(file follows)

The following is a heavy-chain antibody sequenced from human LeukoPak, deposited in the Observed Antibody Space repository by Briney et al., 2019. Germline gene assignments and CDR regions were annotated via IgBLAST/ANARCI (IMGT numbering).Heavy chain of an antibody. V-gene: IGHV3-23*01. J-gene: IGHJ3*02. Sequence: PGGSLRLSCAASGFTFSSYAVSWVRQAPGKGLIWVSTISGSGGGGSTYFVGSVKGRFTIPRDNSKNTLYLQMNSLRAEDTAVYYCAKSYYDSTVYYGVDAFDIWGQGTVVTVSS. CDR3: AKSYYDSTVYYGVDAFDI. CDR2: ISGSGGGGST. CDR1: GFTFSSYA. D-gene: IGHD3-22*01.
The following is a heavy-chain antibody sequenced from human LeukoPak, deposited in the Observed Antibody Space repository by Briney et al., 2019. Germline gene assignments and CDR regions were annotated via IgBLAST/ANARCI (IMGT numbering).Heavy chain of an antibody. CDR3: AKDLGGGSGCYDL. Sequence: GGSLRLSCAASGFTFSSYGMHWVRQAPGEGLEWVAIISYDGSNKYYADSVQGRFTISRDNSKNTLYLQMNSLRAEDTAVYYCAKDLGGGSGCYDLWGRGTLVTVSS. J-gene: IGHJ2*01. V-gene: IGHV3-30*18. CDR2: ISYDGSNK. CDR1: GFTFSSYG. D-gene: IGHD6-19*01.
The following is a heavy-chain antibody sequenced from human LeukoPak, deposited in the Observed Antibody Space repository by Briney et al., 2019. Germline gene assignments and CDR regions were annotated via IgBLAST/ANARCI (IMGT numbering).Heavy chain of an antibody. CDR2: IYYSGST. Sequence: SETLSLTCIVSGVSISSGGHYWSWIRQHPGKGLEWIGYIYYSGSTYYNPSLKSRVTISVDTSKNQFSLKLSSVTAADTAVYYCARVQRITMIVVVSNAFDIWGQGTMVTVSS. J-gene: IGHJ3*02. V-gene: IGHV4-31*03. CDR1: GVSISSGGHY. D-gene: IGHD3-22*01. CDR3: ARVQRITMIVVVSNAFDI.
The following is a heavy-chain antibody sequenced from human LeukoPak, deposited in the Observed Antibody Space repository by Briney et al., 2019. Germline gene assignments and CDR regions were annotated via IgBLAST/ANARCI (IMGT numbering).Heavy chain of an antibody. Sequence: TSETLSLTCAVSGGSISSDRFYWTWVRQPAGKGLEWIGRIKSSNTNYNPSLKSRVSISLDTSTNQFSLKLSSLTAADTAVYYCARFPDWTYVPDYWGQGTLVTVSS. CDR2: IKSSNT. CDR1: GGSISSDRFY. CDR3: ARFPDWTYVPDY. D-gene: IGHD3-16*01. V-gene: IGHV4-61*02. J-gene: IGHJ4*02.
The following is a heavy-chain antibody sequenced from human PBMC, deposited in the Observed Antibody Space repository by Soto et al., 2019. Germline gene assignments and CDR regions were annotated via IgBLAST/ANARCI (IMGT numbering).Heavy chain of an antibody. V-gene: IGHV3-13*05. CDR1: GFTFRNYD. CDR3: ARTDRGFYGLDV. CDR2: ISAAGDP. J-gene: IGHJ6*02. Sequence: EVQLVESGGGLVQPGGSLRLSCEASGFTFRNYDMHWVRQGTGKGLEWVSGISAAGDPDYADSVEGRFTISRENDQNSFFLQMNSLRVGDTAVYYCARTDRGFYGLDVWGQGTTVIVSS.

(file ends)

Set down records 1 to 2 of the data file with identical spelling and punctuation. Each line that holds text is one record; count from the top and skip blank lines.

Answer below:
The following is a heavy-chain antibody sequenced from human LeukoPak, deposited in the Observed Antibody Space repository by Briney et al., 2019. Germline gene assignments and CDR regions were annotated via IgBLAST/ANARCI (IMGT numbering).Heavy chain of an antibody. V-gene: IGHV3-23*01. J-gene: IGHJ3*02. Sequence: PGGSLRLSCAASGFTFSSYAVSWVRQAPGKGLIWVSTISGSGGGGSTYFVGSVKGRFTIPRDNSKNTLYLQMNSLRAEDTAVYYCAKSYYDSTVYYGVDAFDIWGQGTVVTVSS. CDR3: AKSYYDSTVYYGVDAFDI. CDR2: ISGSGGGGST. CDR1: GFTFSSYA. D-gene: IGHD3-22*01.
The following is a heavy-chain antibody sequenced from human LeukoPak, deposited in the Observed Antibody Space repository by Briney et al., 2019. Germline gene assignments and CDR regions were annotated via IgBLAST/ANARCI (IMGT numbering).Heavy chain of an antibody. CDR3: AKDLGGGSGCYDL. Sequence: GGSLRLSCAASGFTFSSYGMHWVRQAPGEGLEWVAIISYDGSNKYYADSVQGRFTISRDNSKNTLYLQMNSLRAEDTAVYYCAKDLGGGSGCYDLWGRGTLVTVSS. J-gene: IGHJ2*01. V-gene: IGHV3-30*18. CDR2: ISYDGSNK. CDR1: GFTFSSYG. D-gene: IGHD6-19*01.